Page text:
This project involved the remodeling and refurbishment of an existing detached family house on the Dulwich Estate. As part of the works a new basement was constructed. The client’s brief was to create flexible family living spaces, that would be bathed in natural light and possess a greater sense of informality and connection with the garden and the surrounding landscape.
The Dulwich Estate occupies an area of around 1500 acres of land in South London, containing around 5000 homes as well as many shops and restaurants. A wide variety of architectural styles are present on the Estate, with some buildings dating back to the Seventeenth Century, when the Estate was first established. Prior to the expansion of London the entire area was covered by the Great North Wood, an ancient woodland, in which the Estate contains some of the most significant remaining fragments. The relationship between the buildings and this landscape are a key part of the unique character and atmosphere of the area.
In the post-war period the Dulwich Estate became keen to attract more families to the area. They instructed the architects Austin Vernon & Partners to prepare a masterplan, which eventually led to the creation of 3000 new homes across the estate. They created family-friendly homes in the secluded, idyllic setting, yet within five miles of Central London, and today these developments are recognized as some of the highest-quality Twentieth Century housing in the country.
A variety of housing types were adopted including bungalows, high-rise apartment blocks, courtyard houses and terraced townhouses. The Estate decided that some larger detached homes were also required. One of the sites chosen for these was Woodhall Drive, where the properties were described as ‘ranch style houses’. Each house was carefully sited to take account of the undulations of the sloping ground and the existing mature trees, while still maintaining privacy and maximising views across London. The Woodhall development received a Good Design Award from the Ministry of Housing in 1967.
The proposed scheme opened up the ground floor, creating a series of interlocking spaces arranged around a generous entrance hall. Sliding screens allow the hall to become completely open to the surrounding living spaces, or separated in a number of configurations. This allows the creation of a variety of spatial arrangements to suit the different ways the client wanted to use the house at different times.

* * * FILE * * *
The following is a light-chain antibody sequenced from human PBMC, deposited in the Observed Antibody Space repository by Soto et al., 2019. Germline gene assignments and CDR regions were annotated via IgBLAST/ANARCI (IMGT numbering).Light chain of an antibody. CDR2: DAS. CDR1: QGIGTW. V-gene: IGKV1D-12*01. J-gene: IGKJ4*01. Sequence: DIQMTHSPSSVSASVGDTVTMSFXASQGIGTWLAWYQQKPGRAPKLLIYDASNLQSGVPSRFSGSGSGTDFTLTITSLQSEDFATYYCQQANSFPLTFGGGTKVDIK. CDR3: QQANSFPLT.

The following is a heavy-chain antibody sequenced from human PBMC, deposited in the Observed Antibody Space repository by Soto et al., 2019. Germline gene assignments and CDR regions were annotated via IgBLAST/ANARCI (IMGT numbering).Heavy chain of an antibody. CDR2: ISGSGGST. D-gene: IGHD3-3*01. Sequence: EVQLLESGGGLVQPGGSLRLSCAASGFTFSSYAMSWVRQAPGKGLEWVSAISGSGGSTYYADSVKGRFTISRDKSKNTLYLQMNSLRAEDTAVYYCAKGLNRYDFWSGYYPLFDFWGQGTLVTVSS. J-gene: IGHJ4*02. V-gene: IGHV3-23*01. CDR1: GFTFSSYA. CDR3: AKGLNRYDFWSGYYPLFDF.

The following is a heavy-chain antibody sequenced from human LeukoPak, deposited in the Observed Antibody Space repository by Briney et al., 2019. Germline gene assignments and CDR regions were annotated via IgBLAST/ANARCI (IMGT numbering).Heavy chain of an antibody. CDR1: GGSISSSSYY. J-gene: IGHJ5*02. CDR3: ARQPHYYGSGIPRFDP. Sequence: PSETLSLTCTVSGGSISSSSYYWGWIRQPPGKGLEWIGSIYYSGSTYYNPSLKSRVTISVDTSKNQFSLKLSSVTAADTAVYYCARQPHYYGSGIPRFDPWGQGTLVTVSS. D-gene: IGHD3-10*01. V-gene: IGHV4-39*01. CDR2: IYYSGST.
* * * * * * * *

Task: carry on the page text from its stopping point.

Externally two key new elements are proposed. A frameless glass box is positioned to one side of the entrance door, located over a new stair that serves all levels. The open design of the stair ensures that the natural light captured by the glass box is allowed to penetrate into the adjacent entrance hall and down into the basement. To other side of the entrance door a glass wall runs the full height of the building before folding up onto the pitched roof surface above. A dramatic new triple height space is carved out behind this glass wall and connects the entrance hall to all levels of the home.
These new glazed areas are detailed as minimal, crisp elements, designed to read as discreet and modest additions that are sympathetic to the character of the existing house. The generous sliding glass walls with their minimal frames, amplify the sense of connection between internal and external spaces. To one side of the house two adjacent glass walls are able to slide away from one another, dissolving the corner of the house and the allowing the living spaces to become completely open to the garden.
The intention was to create a series of internal and external spaces that are seen through one another and work in unison. As you move around the house different views emerge with glimpses to the gardens beyond and framed views of the sky and the canopies of the adjacent mature trees and views out across to central London. The variety of new glazing treatments allows the interior of the house to capture the changing quality of natural light and sunlight through the course of the day.